How to take brilliant lifestyle photos for your website or blog
Want to take better photographs for your website or blog but don’t have the skills? Learn how to take beautiful lifestyle photos with our easy professional tips and tricks.
Do you find yourself looking at other blogs and websites and wondering how they got such amazing pictures? The answer is simple; they just know some of the basic rules of photography.
And to help you achieve the same stunning results, mum and professional photographer Olga Hoffman is sharing her tips to help you improve your photography skills.
It’s all about your camera, light and managing people
I am a mum and a professional photographer (I’ve worked for everyone from Elle and Manolo Blahnik, to Sainsbury’s and Good Housekeeping). I also teach how to take great pictures of children and family through my online iKids Photo Course.
Getting fantastic photographs is all about understanding how your camera works, how to use light, and how to manage the people who you photograph – especially children, who can be very challenging to work with.
In this second article in my three-part series for Talented Ladies Club, I’ll show you how to create stunning lifestyle pictures for your website or blog. (If you want to learn easy tricks to help you look good in photos every time, read my first article.)
How to prepare your camera
Photography manufacturers often promise you: “Just press the button and the camera will take a perfect picture!” But the truth is that it’s YOU who takes the picture, not the camera.
And in order to take professional-looking photos, you need to get to know your camera properly (even if you’re just using a smartphone camera) before you start taking photos you’ll want to use or keep.
Each camera is different, so it is best to look at the manual to understand its particular features. However, there are some basic rules which can be applied to any photography equipment:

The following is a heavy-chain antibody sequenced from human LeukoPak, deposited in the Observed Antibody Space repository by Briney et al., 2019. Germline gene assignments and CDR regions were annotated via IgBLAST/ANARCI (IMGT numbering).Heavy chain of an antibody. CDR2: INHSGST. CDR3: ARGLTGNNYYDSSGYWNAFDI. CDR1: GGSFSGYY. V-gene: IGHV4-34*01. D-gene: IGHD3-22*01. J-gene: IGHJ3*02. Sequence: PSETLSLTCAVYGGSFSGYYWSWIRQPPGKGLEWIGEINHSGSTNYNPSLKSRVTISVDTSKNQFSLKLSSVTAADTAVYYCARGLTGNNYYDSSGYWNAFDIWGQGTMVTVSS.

- Hold your camera on your model’s eye level, or slightly above when you take headshots. When you photograph children go low down to their eye level.
- Find out how autofocus works on your camera and always focus on the main subject of your picture.
- Use the right mode to photograph a particular scene. For example, sport mode, landscape mode or portrait mode. (Not all cameras have all those modes, or they may be named differently.)
- Use a tripod when it is getting darker to avoid blurry images (You can also buy tripods for smartphone cameras.)
- Portraits are usually taken with a blurry background. To achieve this, change your camera to portrait mode and make sure that your model is positioned far away from the background. At the same time you need to frame the pictures very tight (so the model almost fills the screen).
- Think about composition when you are taking a photo, and get as close as possible to your photograph’s person or subject.
How to get your lighting right
The word ‘photography’ came from the Greek language and means drawing with light. And indeed, the picture you create with your camera happens thanks to light.
You can create different moods with light and pass different messages to your customers. For example, bright light creates an upbeat mood, while dark light can give a sense of drama. So before you plan a photo shoot, choose the right weather, location and time of day.
Using overcast weather
The most natural light you will get is during overcast weather. In these conditions you have the biggest chance that the pictures will come out nicely. It is a good light to photograph products and even portraits because skin will look smooth and soft, without any harsh shadows. It is also wonderful light to take pictures of babies due to its softness.
Using sunny weather